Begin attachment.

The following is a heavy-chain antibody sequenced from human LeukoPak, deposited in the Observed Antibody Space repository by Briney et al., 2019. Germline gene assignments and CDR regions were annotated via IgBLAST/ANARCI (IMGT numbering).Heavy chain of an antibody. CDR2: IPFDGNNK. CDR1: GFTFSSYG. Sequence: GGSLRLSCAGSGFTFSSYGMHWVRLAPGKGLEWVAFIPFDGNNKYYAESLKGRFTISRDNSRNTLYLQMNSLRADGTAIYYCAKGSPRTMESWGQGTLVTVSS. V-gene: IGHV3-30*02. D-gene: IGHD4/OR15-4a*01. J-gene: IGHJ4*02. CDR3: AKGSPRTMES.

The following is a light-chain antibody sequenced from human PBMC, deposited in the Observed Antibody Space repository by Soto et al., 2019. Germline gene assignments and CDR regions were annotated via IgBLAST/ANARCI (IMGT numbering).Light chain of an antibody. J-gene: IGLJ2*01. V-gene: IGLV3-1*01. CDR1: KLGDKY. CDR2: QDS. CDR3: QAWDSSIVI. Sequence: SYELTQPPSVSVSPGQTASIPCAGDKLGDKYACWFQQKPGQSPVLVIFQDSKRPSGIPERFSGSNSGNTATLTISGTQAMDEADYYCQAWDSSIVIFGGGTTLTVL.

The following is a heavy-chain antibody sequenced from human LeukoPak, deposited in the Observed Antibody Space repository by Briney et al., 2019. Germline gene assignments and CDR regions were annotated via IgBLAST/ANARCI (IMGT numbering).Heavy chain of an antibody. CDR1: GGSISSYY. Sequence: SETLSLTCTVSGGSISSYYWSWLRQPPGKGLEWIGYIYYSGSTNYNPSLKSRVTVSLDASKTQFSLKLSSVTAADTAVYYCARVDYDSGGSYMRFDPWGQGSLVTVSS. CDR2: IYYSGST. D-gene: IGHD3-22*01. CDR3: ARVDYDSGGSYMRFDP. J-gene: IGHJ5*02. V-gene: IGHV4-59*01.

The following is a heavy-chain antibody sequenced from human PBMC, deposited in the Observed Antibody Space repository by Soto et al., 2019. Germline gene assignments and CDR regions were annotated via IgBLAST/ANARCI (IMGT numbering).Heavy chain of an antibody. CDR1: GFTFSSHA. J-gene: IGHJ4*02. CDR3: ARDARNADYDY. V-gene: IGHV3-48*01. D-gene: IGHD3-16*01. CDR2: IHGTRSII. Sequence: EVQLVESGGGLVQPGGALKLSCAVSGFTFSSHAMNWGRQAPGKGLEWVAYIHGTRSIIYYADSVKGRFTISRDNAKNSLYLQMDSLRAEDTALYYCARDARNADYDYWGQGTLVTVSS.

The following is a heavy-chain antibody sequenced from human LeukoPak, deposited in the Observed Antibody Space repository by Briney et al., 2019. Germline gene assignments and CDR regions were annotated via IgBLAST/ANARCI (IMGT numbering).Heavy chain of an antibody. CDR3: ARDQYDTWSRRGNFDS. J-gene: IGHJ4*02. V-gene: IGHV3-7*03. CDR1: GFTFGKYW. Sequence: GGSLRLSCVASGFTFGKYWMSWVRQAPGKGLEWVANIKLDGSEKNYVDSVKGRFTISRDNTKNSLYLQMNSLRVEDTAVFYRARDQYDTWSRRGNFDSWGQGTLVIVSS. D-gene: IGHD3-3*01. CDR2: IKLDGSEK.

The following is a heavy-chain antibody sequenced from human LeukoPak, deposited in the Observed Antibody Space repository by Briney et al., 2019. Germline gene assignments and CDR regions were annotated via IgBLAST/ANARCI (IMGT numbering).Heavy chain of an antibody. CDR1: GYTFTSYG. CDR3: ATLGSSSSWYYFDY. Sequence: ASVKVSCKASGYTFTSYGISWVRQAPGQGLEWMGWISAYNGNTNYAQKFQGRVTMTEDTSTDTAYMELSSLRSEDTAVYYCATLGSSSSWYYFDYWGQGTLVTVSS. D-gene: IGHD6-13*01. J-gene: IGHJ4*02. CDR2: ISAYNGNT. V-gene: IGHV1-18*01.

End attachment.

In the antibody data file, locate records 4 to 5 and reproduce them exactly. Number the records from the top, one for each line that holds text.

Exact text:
The following is a heavy-chain antibody sequenced from human PBMC, deposited in the Observed Antibody Space repository by Soto et al., 2019. Germline gene assignments and CDR regions were annotated via IgBLAST/ANARCI (IMGT numbering).Heavy chain of an antibody. CDR1: GFTFSSHA. J-gene: IGHJ4*02. CDR3: ARDARNADYDY. V-gene: IGHV3-48*01. D-gene: IGHD3-16*01. CDR2: IHGTRSII. Sequence: EVQLVESGGGLVQPGGALKLSCAVSGFTFSSHAMNWGRQAPGKGLEWVAYIHGTRSIIYYADSVKGRFTISRDNAKNSLYLQMDSLRAEDTALYYCARDARNADYDYWGQGTLVTVSS.

The following is a heavy-chain antibody sequenced from human LeukoPak, deposited in the Observed Antibody Space repository by Briney et al., 2019. Germline gene assignments and CDR regions were annotated via IgBLAST/ANARCI (IMGT numbering).Heavy chain of an antibody. CDR3: ARDQYDTWSRRGNFDS. J-gene: IGHJ4*02. V-gene: IGHV3-7*03. CDR1: GFTFGKYW. Sequence: GGSLRLSCVASGFTFGKYWMSWVRQAPGKGLEWVANIKLDGSEKNYVDSVKGRFTISRDNTKNSLYLQMNSLRVEDTAVFYRARDQYDTWSRRGNFDSWGQGTLVIVSS. D-gene: IGHD3-3*01. CDR2: IKLDGSEK.